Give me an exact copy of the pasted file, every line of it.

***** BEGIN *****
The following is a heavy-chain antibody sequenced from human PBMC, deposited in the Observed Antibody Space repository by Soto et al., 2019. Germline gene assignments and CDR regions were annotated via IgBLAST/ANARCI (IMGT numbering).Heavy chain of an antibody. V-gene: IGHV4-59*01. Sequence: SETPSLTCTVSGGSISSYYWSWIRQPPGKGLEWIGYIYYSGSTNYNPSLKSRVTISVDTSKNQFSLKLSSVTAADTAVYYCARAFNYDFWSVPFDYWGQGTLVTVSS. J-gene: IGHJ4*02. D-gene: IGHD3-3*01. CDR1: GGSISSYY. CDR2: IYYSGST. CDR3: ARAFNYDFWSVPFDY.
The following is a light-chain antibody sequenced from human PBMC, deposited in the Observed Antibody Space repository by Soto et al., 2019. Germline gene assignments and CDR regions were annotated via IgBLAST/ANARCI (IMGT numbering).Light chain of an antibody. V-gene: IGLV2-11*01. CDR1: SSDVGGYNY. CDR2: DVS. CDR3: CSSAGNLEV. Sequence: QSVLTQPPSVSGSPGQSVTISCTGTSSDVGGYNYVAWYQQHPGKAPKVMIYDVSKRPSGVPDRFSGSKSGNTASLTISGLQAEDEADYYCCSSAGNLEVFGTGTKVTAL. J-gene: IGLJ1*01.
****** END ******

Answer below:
The following is a heavy-chain antibody sequenced from human PBMC, deposited in the Observed Antibody Space repository by Soto et al., 2019. Germline gene assignments and CDR regions were annotated via IgBLAST/ANARCI (IMGT numbering).Heavy chain of an antibody. V-gene: IGHV4-59*01. Sequence: SETPSLTCTVSGGSISSYYWSWIRQPPGKGLEWIGYIYYSGSTNYNPSLKSRVTISVDTSKNQFSLKLSSVTAADTAVYYCARAFNYDFWSVPFDYWGQGTLVTVSS. J-gene: IGHJ4*02. D-gene: IGHD3-3*01. CDR1: GGSISSYY. CDR2: IYYSGST. CDR3: ARAFNYDFWSVPFDY.
The following is a light-chain antibody sequenced from human PBMC, deposited in the Observed Antibody Space repository by Soto et al., 2019. Germline gene assignments and CDR regions were annotated via IgBLAST/ANARCI (IMGT numbering).Light chain of an antibody. V-gene: IGLV2-11*01. CDR1: SSDVGGYNY. CDR2: DVS. CDR3: CSSAGNLEV. Sequence: QSVLTQPPSVSGSPGQSVTISCTGTSSDVGGYNYVAWYQQHPGKAPKVMIYDVSKRPSGVPDRFSGSKSGNTASLTISGLQAEDEADYYCCSSAGNLEVFGTGTKVTAL. J-gene: IGLJ1*01.